If China has continued to be stable in spite of its size, defying the biological dictum that corpulence is a sign of decay, China watchers ascribe it to their land reforms. In India everyone was talking about land reforms but this vital area has taken a back seat with nothing being done.
Land reforms have been half-heartedly attempted at various times and this has proved to be a case of the remedy being worse than the disease. Commenting on the process of land reforms, Prof. M.L. Dantwala observes; “By and large land reforms in India enacted so far and those contemplated in the near future, are in the right direction; and yet due to lack of implementation the actual results are far from satisfactory”.
Joshi observes: “There is no doubt that during the past twenty five years land reforms in India have not assumed the form of gigantic revolutionary upheaval as in China, or that of a dramatic change brought about from above as in Japan. But from this to jump to the conclusion that the land reforms programme has been a hoax or a total fiasco is to substitute assertion for a detailed empirical examination. India has also witnessed important changes in the agrarian structure, which have gone unnoticed because of the absence of a down-to-earth approach in assessing these changes.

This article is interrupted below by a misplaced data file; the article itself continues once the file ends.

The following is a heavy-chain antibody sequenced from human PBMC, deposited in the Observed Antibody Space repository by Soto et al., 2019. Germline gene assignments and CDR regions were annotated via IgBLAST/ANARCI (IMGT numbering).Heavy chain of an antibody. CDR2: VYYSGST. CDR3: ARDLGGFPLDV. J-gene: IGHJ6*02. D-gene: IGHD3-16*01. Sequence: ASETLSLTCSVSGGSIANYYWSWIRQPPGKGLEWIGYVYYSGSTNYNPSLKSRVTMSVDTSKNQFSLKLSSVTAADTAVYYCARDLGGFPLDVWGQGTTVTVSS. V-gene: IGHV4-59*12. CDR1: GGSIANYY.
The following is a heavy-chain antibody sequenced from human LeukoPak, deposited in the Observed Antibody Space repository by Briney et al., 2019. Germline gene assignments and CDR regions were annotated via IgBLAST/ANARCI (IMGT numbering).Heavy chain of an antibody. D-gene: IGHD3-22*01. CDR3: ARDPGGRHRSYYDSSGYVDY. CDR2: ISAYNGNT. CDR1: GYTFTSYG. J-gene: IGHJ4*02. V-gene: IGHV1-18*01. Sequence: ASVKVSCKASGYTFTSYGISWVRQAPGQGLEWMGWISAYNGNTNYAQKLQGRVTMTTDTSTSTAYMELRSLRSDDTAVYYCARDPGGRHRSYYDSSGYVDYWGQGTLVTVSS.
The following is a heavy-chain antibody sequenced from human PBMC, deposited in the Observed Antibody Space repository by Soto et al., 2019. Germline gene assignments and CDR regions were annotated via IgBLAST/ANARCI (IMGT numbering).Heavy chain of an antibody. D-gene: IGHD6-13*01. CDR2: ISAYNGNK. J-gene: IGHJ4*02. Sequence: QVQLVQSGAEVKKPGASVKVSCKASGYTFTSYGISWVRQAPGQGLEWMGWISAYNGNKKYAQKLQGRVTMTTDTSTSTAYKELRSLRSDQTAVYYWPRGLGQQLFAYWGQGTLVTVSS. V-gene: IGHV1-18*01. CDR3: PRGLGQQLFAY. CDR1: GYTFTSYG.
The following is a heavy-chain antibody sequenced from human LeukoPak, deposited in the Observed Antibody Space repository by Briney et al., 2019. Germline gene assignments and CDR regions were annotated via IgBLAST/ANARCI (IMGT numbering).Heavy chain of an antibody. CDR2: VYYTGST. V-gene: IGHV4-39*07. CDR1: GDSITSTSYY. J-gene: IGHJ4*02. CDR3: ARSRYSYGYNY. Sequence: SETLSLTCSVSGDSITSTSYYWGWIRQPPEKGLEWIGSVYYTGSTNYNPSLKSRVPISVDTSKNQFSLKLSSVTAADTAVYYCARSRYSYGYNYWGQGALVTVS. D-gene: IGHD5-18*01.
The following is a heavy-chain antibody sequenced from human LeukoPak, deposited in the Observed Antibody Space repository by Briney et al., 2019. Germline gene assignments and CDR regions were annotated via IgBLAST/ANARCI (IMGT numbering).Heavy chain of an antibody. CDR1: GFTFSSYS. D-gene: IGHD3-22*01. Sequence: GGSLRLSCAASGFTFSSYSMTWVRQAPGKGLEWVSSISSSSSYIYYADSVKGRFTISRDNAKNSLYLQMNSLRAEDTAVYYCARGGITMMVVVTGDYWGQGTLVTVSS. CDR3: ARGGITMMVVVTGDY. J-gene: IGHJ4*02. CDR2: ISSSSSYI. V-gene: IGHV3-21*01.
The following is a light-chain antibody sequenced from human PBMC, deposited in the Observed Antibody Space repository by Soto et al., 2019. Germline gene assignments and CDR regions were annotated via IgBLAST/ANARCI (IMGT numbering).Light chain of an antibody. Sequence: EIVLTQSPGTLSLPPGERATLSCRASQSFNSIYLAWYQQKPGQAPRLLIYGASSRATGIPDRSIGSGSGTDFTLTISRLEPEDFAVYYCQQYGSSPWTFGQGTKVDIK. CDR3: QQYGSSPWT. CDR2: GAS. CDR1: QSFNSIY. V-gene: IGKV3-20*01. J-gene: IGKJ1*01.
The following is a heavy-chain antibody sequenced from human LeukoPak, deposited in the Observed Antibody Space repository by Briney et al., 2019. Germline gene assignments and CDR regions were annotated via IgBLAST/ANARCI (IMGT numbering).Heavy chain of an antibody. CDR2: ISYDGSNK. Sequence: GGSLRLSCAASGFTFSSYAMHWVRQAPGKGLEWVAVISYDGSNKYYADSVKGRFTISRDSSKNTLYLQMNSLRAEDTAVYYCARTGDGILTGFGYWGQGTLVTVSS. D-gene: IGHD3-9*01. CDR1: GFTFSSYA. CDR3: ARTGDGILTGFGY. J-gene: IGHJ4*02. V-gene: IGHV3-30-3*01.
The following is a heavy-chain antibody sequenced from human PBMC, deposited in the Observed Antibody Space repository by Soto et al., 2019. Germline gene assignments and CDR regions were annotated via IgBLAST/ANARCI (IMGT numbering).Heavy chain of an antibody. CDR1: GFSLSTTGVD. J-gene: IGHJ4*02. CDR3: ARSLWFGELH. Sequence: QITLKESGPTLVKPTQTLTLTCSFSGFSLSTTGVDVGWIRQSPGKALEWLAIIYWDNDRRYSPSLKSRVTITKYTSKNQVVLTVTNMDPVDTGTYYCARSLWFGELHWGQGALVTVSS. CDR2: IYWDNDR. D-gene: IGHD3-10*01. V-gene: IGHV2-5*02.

Evaluating the Indian land reforms, a recent comment from G.S. Balla is apt. He observes: “The Indian Government was committed to land reforms and consequently laws were passed by all the State Governments during the Fifties with the avowed aim of abolishing landlordism, distributing land through imposition of ceilings, protection of tenants and consolidation of land-holdings. One of the significant achievements of these acts was the abolition of absentee landlordism in several parts of India. However, land reforms were half-hearted with regard to the imposition of ceilings and security of tenure. Consequently, the skewness in land distribution was not reduced in any significant manner. Further, a very large number of tenants were actually evicted in the name of self-cultivation. In spite of it, land reforms brought about a significant change in land relations in so far as self-cultivation, rather than absentee landlordism, became a predominant mode of production.